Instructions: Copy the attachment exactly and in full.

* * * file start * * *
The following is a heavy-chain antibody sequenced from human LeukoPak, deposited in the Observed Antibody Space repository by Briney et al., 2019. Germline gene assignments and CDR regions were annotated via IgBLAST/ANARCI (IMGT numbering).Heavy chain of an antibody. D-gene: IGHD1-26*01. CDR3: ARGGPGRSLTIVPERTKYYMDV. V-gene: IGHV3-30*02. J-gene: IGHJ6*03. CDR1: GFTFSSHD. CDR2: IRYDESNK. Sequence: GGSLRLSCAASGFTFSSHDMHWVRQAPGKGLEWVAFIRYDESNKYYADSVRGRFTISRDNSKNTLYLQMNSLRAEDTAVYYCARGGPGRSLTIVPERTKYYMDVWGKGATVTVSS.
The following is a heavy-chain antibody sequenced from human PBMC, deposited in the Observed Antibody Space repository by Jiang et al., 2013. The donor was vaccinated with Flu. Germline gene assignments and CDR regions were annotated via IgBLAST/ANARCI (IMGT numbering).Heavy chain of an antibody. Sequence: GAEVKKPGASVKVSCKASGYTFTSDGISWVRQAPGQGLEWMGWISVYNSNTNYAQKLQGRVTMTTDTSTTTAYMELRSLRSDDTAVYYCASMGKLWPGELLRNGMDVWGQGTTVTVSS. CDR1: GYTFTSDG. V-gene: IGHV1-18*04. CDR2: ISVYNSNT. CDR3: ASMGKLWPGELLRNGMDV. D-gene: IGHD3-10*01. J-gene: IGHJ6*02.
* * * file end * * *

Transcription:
The following is a heavy-chain antibody sequenced from human LeukoPak, deposited in the Observed Antibody Space repository by Briney et al., 2019. Germline gene assignments and CDR regions were annotated via IgBLAST/ANARCI (IMGT numbering).Heavy chain of an antibody. D-gene: IGHD1-26*01. CDR3: ARGGPGRSLTIVPERTKYYMDV. V-gene: IGHV3-30*02. J-gene: IGHJ6*03. CDR1: GFTFSSHD. CDR2: IRYDESNK. Sequence: GGSLRLSCAASGFTFSSHDMHWVRQAPGKGLEWVAFIRYDESNKYYADSVRGRFTISRDNSKNTLYLQMNSLRAEDTAVYYCARGGPGRSLTIVPERTKYYMDVWGKGATVTVSS.
The following is a heavy-chain antibody sequenced from human PBMC, deposited in the Observed Antibody Space repository by Jiang et al., 2013. The donor was vaccinated with Flu. Germline gene assignments and CDR regions were annotated via IgBLAST/ANARCI (IMGT numbering).Heavy chain of an antibody. Sequence: GAEVKKPGASVKVSCKASGYTFTSDGISWVRQAPGQGLEWMGWISVYNSNTNYAQKLQGRVTMTTDTSTTTAYMELRSLRSDDTAVYYCASMGKLWPGELLRNGMDVWGQGTTVTVSS. CDR1: GYTFTSDG. V-gene: IGHV1-18*04. CDR2: ISVYNSNT. CDR3: ASMGKLWPGELLRNGMDV. D-gene: IGHD3-10*01. J-gene: IGHJ6*02.